Songeaters (Thea Lobo, mezzo-soprano; and Eunmi Ko, piano) offered art songs for Lifetime Learning last Thursday at Temple Shalom in Newton. “Seasonscape” featured sets devoted to the four seasons, including four commissioned works.
Alexander von Zemlinsky’s “Sommer” opened “Summer” with three mysterious chords in the piano followed by declamatory singing. The performers brought off the drama inherent in the words, reaching a climax followed by lush solemnity as the text speaks of new desires and new sorrows. “Am leuchtenden Sommermorgen” by Fanny Mendelssohn-Hensel disclosed a song of soaring vocal lines with the piano in a secondary role. The text describes “whispering flowers” in subdued and restrained melody. “Blanc sont les jours d’ete” by Darius Milhaud theatrically evoked the fleeting days of summer. Thea Lobo reveled her role while Eunmi Ko shaped broken chords with melodic interest and harmonic color. The short second verse gave the “Blanc” a jazzy feel. Contrasting the Milhaud, “Laue Sommernacht” by Alma Mahler, was a lyrical, Romantic work. The group ended with “Sensation” by Seunghee Lee, one of the pieces commissioned for this project. The piano and singer traded simple motifs, recalling the innocence of man’s relationship to nature.
In the “Autumn” group, Juliana Hall set a poem by Carl Sandburg as “Theme in Yellow. At the outset, the piano projected a simple, repeating motif, as the vocal line spun around it. Although heavy chords introduced “jack o’lantern with terrible teeth,” the overall effect was almost secretive. “September” by Charles Ives has a chaotic feel, suited to the apparently disorganized and overflowing text which it accompanies. “Night”, commissioned for Seasonscape, Doug Balliett spare “Night” worked with the rhythm of the text; arpeggios accompanied a vocal line where the pitches were more spoken than sung.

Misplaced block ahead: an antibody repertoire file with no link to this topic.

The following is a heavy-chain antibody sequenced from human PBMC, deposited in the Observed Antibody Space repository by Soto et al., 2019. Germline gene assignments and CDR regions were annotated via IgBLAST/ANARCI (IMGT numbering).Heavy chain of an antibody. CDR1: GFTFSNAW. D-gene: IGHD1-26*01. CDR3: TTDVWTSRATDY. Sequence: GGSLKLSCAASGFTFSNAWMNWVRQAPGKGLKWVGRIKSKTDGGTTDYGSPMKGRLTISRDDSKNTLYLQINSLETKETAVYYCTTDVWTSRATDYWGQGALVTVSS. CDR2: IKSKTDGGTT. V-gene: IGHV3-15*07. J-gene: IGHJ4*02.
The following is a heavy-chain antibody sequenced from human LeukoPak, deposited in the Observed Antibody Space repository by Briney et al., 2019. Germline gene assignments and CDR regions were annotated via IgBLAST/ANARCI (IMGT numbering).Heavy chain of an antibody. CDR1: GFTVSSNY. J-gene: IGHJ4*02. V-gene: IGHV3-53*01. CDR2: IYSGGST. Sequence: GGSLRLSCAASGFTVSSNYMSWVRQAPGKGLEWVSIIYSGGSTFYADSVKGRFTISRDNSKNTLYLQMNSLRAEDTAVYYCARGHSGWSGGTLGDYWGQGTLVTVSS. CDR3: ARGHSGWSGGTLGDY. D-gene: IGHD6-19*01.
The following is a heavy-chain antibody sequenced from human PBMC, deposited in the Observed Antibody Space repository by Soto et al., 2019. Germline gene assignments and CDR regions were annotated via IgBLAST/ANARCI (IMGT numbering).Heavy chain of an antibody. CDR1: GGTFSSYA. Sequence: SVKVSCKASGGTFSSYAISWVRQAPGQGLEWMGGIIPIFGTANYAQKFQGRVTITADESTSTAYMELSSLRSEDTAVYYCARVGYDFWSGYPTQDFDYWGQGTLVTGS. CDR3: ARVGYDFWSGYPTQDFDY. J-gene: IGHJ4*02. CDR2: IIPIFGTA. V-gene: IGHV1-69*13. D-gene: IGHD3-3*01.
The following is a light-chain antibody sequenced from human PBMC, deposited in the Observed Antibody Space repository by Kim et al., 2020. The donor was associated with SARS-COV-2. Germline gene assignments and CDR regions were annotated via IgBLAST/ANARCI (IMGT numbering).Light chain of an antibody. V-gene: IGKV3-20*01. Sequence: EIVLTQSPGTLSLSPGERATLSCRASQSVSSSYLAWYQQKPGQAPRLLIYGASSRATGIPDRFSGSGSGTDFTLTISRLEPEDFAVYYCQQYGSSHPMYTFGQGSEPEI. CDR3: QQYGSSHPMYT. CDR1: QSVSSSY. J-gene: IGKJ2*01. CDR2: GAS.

The artists paid homage to Schubert by including “Mut” from his Winterreise. In the commission for “Winter,” Steven Long set three poems by Emily Dickinson in somber tones, while that of Harold Hart Crane had a light-hearted feel. The “Spring” cluster opened with Brahms and closed with a commission from John Liberatore. “Five Vignettes of Spring, to text by William Corbett began with programmatic treatment of the first two verses. In the final vignette the soprano holds sustained pitches of D and E that are ornamented with fleeting reaches for higher pitches. At the same time ringing tones of undefined pitch are created as the pianist combs over the strings with a metal tube while playing the note at the keyboard.
The son of a wealth Guadeloupe planter and his African slave, Joseph Bologne (1745-1799), whose work was included in the “Spring” cycle, was not very lucky. His careers in music and almost everything else was thwarted throughout his entire life. His charming “Le printemps sur la nature” from 1770 was the only example of bel canto we heard.
Seasonscape took listeners through disparate styles of music and poetry in four different languages. Songeaters also strives to rescue marginalized composers. Both artists seemed at ease with the challenges. We look forward to future efforts from them.
Retired medical biology researcher Dinah Bodkin is a serious amateur pianist and mother of Groupmuse founder Sam Bodkin.